On the other hand, while phonetically the above explanation was not inconsistent with such cases as rka dkah, bkah, bska, and nga, rnga, ngag, sngags, lnga, ngad and brtse, brdzun, dbyar, &c., where the italicized letters are pronounced in full and the others are left aside, it failed to explain other cases, such as dgra, mgron, spyod, snyan, sbrang, sbrul, bkra, k'ri, krad, k'rims, k'rus, &c., pronounced da, don, cod, or swod, cen, Bang, deu, ta, t'i, tad or teh, tim, tu, &c., and many others, where the spoken forms are obviously the alteration by wear and tear of sounds originally similar to the written forms. Csoma de Koros, who was acquainted with the somewhat archaic sounds of Ladak, was able to point to only a few letters as silent.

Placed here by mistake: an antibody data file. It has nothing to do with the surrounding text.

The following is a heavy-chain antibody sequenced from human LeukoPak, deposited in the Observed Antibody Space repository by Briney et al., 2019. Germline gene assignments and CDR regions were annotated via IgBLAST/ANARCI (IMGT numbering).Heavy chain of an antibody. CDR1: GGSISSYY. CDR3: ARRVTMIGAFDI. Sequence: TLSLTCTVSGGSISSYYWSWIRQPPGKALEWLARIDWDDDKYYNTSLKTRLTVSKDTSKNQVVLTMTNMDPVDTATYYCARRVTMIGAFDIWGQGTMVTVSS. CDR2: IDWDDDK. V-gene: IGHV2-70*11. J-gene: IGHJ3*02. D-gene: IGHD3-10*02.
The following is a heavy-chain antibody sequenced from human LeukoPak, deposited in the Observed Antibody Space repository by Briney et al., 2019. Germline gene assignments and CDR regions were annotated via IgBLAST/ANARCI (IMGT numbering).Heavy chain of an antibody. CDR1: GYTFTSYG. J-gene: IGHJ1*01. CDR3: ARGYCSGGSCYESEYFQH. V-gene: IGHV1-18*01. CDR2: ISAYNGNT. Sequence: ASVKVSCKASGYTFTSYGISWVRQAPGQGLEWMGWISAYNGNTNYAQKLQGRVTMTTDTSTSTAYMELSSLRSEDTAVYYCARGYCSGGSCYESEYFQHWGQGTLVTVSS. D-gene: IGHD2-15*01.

The same word does not appear elsewhere; but we find its two parts separately, such as Gurung pre, Murmi pre, Taksya phre and Takpa gyet, Serpa gye, Garo chet, &c. Rta (horse) is reduced to to in speech, but we find ri, rhyi, roh in Sokpa, Horpa, Tochu, Minyak, and td, tah, teh, t'ay in Lhopa, Serpa, Murmi, Kami, Takpa, &c., both with the same meaning.
The Tao-teh-king, or book of aphorisms on " the Tao and virtue " ascribed to Lao Tsze, is wholly unlike such a composition as Deuteronomy; and the disciples of Confucius carefully refrained from attributing to him any kind of supernatural inspiration in his conversations about social and personal morality.
It was in 111 B.C. that Lu-Po-Teh, general of the emperor Wuti, first made the island of Hainan subject to the Chinese, who divided it into the two prefectures, Tan-urh or Drooping Ear in the south, so-called from the long ears of the native "king," and Chu-yai or Pearl Shore in the north.